Saudi Journal of Gastroenterology
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Table of Contents   
LETTER TO EDITOR  
Year : 2022  |  Volume : 28  |  Issue : 5  |  Page : 397-398
Shedding light on the “gray zone”: Hepatic fibrosis in chronic hepatitis B patients with fluctuating HBV DNA levels


Department of Medicine, Division of Gastroenterology and Hepatology, University of Rochester, Rochester, New York, USA

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Date of Web Publication29-Aug-2022
 

How to cite this article:
Brown A, Bartell N. Shedding light on the “gray zone”: Hepatic fibrosis in chronic hepatitis B patients with fluctuating HBV DNA levels. Saudi J Gastroenterol 2022;28:397-8

How to cite this URL:
Brown A, Bartell N. Shedding light on the “gray zone”: Hepatic fibrosis in chronic hepatitis B patients with fluctuating HBV DNA levels. Saudi J Gastroenterol [serial online] 2022 [cited 2022 Dec 9];28:397-8. Available from: https://www.saudijgastro.com/text.asp?2022/28/5/397/355028




Sir,

Management of chronic hepatitis B (CHB) patients with fluctuating HBV DNA levels remains a challenge, as the natural history of their disease is not as well-defined; thus, the best management strategy is unclear. In the most recent American Association for the Study of Liver Diseases (AASLD) CHB guidelines, HBeAg-negative patients are divided into CHB and inactive CHB, with the differentiating variable being transaminase levels and HBV DNA levels, with 2,000 IU/ml being the cut-off, and treatment is based on level of HBV DNA and ALT elevation. Patients in the “gray zone” are monitored and treated if transient elastography is greater than or equal to F2.[1] European Association for the Study of the Liver (EASL) guidelines in 2009 had similar criteria, using the terminology HBeAg-negative chronic hepatitis and inactive carrier, and had similar treatment criteria.[2]

In 2018, Bonacci et al.[3] described long-term outcomes of Caucasian patients with CHB in the absence of treatment; 40% of gray zone patients transitioned to inactive carriers during the median 8.2-year follow-up and DNA fluctuations inversely correlated with this transition. This result has been used as evidence for an active monitoring strategy in these gray zone patients.[4]

We read with interest the article by Sanai and colleagues who evaluated the presence of F2-F4 fibrosis in this subclass of CHB patients.[5] This article provides prospective data on this patient populatio n which is not described elsewhere in the literature. Two hundred and thirty-four CHB patients without decompensated cirrhosis, significant alcohol intake (>20 g/day) or comorbid liver disease were identified, of which 73 (31.2%) had HBV DNA fluctuation. The presence of F2-F4 fibrosis was lower in the fluctuating group compared to nonfluctuating patients, but not statistically significant (8.2% vs. 18%, P = 0.052). These data suggest that these patients with fluctuating HBV DNA may be classified as inactive CHB as far as disease-natural history, monitoring and management strategies are concerned.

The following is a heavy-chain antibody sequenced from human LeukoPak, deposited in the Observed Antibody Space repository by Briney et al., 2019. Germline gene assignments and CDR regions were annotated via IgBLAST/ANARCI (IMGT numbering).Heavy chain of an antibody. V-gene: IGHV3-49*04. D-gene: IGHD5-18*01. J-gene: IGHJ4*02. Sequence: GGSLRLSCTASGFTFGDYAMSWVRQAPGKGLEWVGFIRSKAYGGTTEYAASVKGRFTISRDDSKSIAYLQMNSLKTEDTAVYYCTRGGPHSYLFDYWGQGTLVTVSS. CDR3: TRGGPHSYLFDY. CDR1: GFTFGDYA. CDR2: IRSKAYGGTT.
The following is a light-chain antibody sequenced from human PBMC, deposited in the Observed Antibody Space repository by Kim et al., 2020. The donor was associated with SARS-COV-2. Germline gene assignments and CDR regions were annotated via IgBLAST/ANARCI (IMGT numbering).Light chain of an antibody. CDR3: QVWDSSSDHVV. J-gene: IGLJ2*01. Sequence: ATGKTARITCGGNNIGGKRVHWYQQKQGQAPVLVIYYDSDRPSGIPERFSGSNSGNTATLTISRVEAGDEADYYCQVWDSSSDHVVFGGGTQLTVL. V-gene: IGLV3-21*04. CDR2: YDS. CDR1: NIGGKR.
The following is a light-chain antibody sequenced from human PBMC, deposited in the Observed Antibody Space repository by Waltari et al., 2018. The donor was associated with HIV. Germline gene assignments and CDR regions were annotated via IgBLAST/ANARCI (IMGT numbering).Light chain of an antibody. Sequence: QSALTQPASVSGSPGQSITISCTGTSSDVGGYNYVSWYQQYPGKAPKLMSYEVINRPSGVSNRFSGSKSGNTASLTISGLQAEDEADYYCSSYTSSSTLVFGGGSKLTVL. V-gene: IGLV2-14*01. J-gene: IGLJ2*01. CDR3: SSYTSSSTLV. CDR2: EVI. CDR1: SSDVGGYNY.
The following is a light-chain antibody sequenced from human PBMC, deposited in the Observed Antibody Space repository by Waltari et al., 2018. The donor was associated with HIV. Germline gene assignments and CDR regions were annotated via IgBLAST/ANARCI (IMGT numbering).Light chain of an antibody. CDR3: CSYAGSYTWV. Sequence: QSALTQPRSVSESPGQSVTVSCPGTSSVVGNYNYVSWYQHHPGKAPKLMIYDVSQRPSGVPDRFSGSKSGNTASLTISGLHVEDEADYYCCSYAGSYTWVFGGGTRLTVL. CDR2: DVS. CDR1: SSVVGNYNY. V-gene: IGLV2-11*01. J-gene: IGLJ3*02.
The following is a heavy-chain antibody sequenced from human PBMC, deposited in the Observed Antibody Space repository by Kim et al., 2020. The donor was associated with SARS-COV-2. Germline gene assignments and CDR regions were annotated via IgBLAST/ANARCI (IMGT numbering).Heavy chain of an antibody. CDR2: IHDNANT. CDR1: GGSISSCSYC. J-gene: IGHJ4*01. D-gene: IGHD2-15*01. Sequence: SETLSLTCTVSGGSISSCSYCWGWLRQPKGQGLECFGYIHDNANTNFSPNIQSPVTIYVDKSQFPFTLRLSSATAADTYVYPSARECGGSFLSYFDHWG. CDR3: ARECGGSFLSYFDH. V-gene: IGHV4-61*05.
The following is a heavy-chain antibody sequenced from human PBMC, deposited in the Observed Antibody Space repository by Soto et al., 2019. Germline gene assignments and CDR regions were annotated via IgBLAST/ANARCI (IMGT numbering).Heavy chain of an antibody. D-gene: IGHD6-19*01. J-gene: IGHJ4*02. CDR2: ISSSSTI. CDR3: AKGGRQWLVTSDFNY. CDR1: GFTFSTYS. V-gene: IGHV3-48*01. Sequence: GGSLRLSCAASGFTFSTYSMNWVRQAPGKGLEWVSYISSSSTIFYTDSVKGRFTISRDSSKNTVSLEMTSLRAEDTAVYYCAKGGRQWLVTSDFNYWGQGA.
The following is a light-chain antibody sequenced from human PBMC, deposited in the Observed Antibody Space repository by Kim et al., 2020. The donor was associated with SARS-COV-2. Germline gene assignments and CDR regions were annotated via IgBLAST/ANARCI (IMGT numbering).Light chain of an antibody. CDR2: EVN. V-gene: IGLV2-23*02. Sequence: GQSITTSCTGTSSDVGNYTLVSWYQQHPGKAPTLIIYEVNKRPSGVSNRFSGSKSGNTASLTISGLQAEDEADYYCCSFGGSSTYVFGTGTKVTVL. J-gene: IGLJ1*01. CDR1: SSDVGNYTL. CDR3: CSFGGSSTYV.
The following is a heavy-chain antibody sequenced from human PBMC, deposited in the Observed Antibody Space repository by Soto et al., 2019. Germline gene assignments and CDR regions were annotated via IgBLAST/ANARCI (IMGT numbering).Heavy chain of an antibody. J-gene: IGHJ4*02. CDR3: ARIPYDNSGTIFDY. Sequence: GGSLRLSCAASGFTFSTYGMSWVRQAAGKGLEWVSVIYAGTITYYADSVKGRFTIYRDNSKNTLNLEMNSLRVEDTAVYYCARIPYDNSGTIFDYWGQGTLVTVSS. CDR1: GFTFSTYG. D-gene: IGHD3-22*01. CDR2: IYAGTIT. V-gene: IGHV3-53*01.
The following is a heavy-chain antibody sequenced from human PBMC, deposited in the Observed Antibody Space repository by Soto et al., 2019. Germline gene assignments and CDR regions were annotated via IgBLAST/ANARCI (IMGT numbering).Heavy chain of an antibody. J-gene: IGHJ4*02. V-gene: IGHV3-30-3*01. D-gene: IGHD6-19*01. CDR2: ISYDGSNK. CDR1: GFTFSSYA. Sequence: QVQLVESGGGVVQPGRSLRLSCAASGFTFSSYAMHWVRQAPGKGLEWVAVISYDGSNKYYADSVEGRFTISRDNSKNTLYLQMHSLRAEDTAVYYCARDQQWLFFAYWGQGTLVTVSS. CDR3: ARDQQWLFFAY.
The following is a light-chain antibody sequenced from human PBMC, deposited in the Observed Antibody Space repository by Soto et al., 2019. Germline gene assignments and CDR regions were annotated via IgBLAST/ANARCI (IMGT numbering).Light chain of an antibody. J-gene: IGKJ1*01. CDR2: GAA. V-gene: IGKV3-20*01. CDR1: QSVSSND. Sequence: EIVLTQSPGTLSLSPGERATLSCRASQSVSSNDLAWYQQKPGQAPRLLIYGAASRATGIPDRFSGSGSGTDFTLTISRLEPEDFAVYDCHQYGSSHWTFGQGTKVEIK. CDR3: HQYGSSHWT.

Both AASLD and EASL guidelines do recommend routine monitoring of ALT and HBV DNA in close intervals, but these intervals have not been able to mirror inactive CHB monitoring strategies as suggested by this investigation. Limitations of this study include the relative homogeneous patient population and the exclusion of comorbid liver disease, which may limit generalizability to clinical practice. Given that not much data exists in this population, we believe that further studies to confirm these findings will be helpful to ensure that this clinical scenario is more fully understood.

Financial support and sponsorship

Nil.

Conflicts of interest

There are no conflicts of interest.



 
   References Top

1.
Terrault NA, Lok ASF, McMahon BJ, Chang KM, Hwang JP, Jonas MM, et al. Update on prevention, diagnosis, and treatment of chronic hepatitis B: AASLD 2018 hepatitis B guidance. Hepatology 2018;67:1560-99.  Back to cited text no. 1
    
2.
European Association for the study of the liver. EASL clinical practice guidelines: Management of chronic hepatitis B. J Hepatol 2009;50:227-42.  Back to cited text no. 2
    
3.
Bonacci M, Lens S, Mariño Z, Londoño MC, Rodríguez-Tajes S, Mas A, et al. Anti-viral therapy can be delayed or avoided in a significant proportion of HBeAg-negative Caucasian patients in the Grey Zone. Aliment Pharmacol Ther 2018;47:1397-408.  Back to cited text no. 3
    
4.
Lok AS, McMahon BJ, Brown RS Jr, Wong JB, Ahmed AT, Farah W, et al. Antiviral therapy for chronic hepatitis B viral infection in adults: A systematic review and meta-analysis. Hepatology 2016;63:284-306.  Back to cited text no. 4
    
5.
Sanai FM, Alhouthali AH, Alghamdi HS, Badriq F, Sanai EA, Mujalled MK, et al. Lower prevalence of hepatic fibrosis in low viremic hepatitis B patients with fluctuating HBV DNA levels. Saudi J Gastroenterol 2022;28:341-7.  Back to cited text no. 5
  [Full text]  

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Correspondence Address:
Dr. Andrew Brown
Department of Medicine, Division of Gastroenterology and Hepatology, University of Rochester, Rochester, New York
USA
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Source of Support: None, Conflict of Interest: None


DOI: 10.4103/sjg.sjg_336_22

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